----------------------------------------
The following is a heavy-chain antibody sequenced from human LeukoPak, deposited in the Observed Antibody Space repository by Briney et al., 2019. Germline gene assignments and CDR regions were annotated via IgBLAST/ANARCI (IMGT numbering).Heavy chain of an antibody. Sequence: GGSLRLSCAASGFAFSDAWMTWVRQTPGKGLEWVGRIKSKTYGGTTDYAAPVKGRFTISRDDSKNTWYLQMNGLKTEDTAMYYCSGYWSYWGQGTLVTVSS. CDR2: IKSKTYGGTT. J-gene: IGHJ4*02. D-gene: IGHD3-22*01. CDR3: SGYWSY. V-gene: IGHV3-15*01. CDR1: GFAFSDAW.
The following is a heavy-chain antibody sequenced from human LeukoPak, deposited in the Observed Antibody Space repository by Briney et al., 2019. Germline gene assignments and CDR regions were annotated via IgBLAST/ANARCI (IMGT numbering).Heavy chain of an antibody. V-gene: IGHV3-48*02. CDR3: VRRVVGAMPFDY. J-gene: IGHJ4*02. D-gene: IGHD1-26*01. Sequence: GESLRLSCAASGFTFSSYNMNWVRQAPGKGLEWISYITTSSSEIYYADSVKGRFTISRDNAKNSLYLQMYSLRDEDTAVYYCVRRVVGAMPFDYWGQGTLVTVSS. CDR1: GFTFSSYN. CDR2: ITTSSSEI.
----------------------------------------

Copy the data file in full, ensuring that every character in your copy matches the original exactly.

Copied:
The following is a heavy-chain antibody sequenced from human LeukoPak, deposited in the Observed Antibody Space repository by Briney et al., 2019. Germline gene assignments and CDR regions were annotated via IgBLAST/ANARCI (IMGT numbering).Heavy chain of an antibody. Sequence: GGSLRLSCAASGFAFSDAWMTWVRQTPGKGLEWVGRIKSKTYGGTTDYAAPVKGRFTISRDDSKNTWYLQMNGLKTEDTAMYYCSGYWSYWGQGTLVTVSS. CDR2: IKSKTYGGTT. J-gene: IGHJ4*02. D-gene: IGHD3-22*01. CDR3: SGYWSY. V-gene: IGHV3-15*01. CDR1: GFAFSDAW.
The following is a heavy-chain antibody sequenced from human LeukoPak, deposited in the Observed Antibody Space repository by Briney et al., 2019. Germline gene assignments and CDR regions were annotated via IgBLAST/ANARCI (IMGT numbering).Heavy chain of an antibody. V-gene: IGHV3-48*02. CDR3: VRRVVGAMPFDY. J-gene: IGHJ4*02. D-gene: IGHD1-26*01. Sequence: GESLRLSCAASGFTFSSYNMNWVRQAPGKGLEWISYITTSSSEIYYADSVKGRFTISRDNAKNSLYLQMYSLRDEDTAVYYCVRRVVGAMPFDYWGQGTLVTVSS. CDR1: GFTFSSYN. CDR2: ITTSSSEI.